In the meantime, in the bottom of the second inning, Derek Jeter, batting at the bottom of the lineup, got his first at bat of the game. Jeter hit the ball all the way back to the pitcher for an out – certainly not the type of a result from which legends are made.
In the third inning, after getting an out on a long fly ball, Rivera allowed three of the next four batters to get hits. It wasn’t pretty. Two more runs had scored and the manager was on his way to the mound to send Mariano Rivera to the showers.
His day was done. Mariano Rivera did not survive the third inning.
Remarkably, as a team the Yankees kept battling back. They started getting hits and scoring runs. Well, most of the players were getting hits and scoring runs. Not Derek Jeter.
In the fourth inning, Jeter grounded out.
In the fifth inning, Jeter struck out.
To be fair, it must be noted that in the waning moments of the game Derek Jeter did get a single and would later score a run in the eighth inning as part of a rally that would allow the Yankees to grab the lead.
In the coming years, the Yankees would win thousands of games in which Derek Jeter and Mariano Rivera took part. And in many of those games, Derek Jeter and Mariano Rivera were major contributors to the victories. But on this day, rather than winning becauseof Derek Jeter and Mariano Rivera, you might say that the Yankees won in spite of their performances.
After the game, the Yankees players had to pack their bags because the team was heading next to Detroit, Michigan, to play the Tigers.
Derek Jeter was particularly excited about this. Though he was born in New Jersey, Derek Jeter grew up in Kalamazoo, Michigan and for the first time in his life, he would be returning home as a bonafide Major Leaguer.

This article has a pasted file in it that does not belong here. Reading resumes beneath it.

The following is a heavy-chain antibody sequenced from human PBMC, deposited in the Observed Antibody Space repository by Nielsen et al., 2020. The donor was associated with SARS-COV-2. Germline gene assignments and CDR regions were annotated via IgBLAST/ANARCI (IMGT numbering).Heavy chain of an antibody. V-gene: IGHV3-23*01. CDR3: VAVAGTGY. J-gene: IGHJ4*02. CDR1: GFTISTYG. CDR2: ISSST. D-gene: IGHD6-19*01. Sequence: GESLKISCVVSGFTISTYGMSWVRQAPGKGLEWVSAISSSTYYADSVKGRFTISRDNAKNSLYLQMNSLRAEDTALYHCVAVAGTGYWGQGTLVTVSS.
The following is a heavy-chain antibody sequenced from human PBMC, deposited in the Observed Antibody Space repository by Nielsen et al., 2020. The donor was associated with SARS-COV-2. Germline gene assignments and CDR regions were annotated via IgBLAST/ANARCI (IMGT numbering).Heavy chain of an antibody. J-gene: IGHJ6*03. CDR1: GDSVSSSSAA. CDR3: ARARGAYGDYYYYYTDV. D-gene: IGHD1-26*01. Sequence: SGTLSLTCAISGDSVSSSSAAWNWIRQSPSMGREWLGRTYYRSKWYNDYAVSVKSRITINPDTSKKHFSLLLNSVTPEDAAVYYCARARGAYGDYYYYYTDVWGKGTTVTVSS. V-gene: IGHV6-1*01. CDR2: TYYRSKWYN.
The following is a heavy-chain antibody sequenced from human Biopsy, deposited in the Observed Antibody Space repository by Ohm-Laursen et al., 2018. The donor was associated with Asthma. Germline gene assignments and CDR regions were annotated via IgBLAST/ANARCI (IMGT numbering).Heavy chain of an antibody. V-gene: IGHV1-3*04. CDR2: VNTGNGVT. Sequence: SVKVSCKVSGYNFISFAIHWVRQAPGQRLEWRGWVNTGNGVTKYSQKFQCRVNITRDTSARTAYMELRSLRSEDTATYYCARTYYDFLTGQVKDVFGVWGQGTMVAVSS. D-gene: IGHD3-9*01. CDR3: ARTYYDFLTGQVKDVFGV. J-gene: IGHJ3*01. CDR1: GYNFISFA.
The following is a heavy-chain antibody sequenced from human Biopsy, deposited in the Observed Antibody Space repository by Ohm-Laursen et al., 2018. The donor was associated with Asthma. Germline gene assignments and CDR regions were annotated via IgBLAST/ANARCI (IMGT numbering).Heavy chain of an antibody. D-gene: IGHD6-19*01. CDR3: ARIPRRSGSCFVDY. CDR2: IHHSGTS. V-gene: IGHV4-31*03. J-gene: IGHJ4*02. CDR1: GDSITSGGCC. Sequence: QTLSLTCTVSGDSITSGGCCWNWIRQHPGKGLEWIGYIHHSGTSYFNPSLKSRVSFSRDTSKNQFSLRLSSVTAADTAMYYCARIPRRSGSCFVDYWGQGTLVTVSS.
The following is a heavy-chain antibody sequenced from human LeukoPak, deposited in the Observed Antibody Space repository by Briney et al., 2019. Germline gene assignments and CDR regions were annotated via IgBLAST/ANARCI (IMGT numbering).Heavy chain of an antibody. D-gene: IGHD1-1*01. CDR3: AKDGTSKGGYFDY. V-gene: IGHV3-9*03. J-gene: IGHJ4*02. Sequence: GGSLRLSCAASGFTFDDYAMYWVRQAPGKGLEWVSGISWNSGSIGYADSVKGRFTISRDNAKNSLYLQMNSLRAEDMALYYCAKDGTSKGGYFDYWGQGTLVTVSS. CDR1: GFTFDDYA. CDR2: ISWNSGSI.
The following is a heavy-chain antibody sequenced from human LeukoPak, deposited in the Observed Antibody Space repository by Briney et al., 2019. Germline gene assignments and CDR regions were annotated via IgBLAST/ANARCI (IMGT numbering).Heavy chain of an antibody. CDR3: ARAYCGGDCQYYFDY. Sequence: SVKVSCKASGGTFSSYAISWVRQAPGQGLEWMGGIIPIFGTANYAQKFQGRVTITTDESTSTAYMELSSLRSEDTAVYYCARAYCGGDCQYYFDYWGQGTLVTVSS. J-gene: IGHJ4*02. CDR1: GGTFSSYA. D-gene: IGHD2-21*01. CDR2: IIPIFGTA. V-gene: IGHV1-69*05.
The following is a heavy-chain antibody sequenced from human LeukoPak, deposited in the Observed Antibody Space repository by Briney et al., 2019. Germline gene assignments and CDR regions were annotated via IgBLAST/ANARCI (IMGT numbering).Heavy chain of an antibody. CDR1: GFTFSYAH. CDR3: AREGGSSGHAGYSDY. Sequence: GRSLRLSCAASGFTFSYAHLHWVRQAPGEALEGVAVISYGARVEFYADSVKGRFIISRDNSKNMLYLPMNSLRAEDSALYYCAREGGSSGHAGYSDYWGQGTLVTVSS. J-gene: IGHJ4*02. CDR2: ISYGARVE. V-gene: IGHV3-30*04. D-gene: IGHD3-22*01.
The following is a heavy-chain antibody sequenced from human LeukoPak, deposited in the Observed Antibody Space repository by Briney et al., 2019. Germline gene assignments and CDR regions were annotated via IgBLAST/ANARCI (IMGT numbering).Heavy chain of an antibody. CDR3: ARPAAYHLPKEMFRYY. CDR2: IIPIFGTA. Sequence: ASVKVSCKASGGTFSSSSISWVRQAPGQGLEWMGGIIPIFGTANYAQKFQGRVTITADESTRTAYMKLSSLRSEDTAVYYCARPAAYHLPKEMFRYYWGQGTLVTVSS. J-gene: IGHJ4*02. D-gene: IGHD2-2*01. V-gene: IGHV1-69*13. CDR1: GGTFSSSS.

His bags were packed; he was ready to go…
But it wasn’t to be.
Rather than traveling with the team to Detroit, Derek Jeter was told that he was being sent back to the Minor Leagues. Based on his performance, the Yankees decision-makers didn’t feel he was ready to stay in the big leagues. But Jeter wouldn’t be alone. Another player would be joining him – failed pitcher Mariano Rivera.
On June 11, 1995, two of the most legendary players in Yankees history were sent to the Minor Leagues together. Their greatness, if it was to come, would have to come at another time. There was no guarantee that they’d ever be back.
In a very true sense, both Derek Jeter and Mariano Rivera had been given the opportunity to play Major League baseball and neither did well enough to stay in The Show. They both had to return to the minors to hone their skills, improve, and work their way back. For many players that trip back down to the minor leagues is the first step in the slow deterioration of their professional careers.
Most players don’t ever make it back. They get sent down, the next great prospect captures someone’s imagination, and a promising career slowly fades away.